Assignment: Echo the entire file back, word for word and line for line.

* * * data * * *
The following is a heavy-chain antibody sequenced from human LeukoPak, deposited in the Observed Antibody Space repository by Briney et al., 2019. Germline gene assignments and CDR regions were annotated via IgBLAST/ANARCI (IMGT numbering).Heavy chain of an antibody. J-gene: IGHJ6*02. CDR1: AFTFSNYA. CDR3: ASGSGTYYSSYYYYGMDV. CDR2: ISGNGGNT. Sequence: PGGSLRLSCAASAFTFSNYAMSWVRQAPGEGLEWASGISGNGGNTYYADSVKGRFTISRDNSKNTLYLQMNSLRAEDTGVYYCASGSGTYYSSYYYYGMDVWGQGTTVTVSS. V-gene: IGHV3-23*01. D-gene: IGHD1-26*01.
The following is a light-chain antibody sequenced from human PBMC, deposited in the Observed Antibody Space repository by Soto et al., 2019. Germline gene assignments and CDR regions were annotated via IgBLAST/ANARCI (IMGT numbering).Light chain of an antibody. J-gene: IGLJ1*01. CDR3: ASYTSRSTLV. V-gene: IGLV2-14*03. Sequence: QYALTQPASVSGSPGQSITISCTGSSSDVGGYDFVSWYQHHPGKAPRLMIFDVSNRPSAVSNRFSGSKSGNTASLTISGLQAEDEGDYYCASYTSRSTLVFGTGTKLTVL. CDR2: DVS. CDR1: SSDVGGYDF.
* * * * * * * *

The following is a heavy-chain antibody sequenced from human LeukoPak, deposited in the Observed Antibody Space repository by Briney et al., 2019. Germline gene assignments and CDR regions were annotated via IgBLAST/ANARCI (IMGT numbering).Heavy chain of an antibody. J-gene: IGHJ6*02. CDR1: AFTFSNYA. CDR3: ASGSGTYYSSYYYYGMDV. CDR2: ISGNGGNT. Sequence: PGGSLRLSCAASAFTFSNYAMSWVRQAPGEGLEWASGISGNGGNTYYADSVKGRFTISRDNSKNTLYLQMNSLRAEDTGVYYCASGSGTYYSSYYYYGMDVWGQGTTVTVSS. V-gene: IGHV3-23*01. D-gene: IGHD1-26*01.
The following is a light-chain antibody sequenced from human PBMC, deposited in the Observed Antibody Space repository by Soto et al., 2019. Germline gene assignments and CDR regions were annotated via IgBLAST/ANARCI (IMGT numbering).Light chain of an antibody. J-gene: IGLJ1*01. CDR3: ASYTSRSTLV. V-gene: IGLV2-14*03. Sequence: QYALTQPASVSGSPGQSITISCTGSSSDVGGYDFVSWYQHHPGKAPRLMIFDVSNRPSAVSNRFSGSKSGNTASLTISGLQAEDEGDYYCASYTSRSTLVFGTGTKLTVL. CDR2: DVS. CDR1: SSDVGGYDF.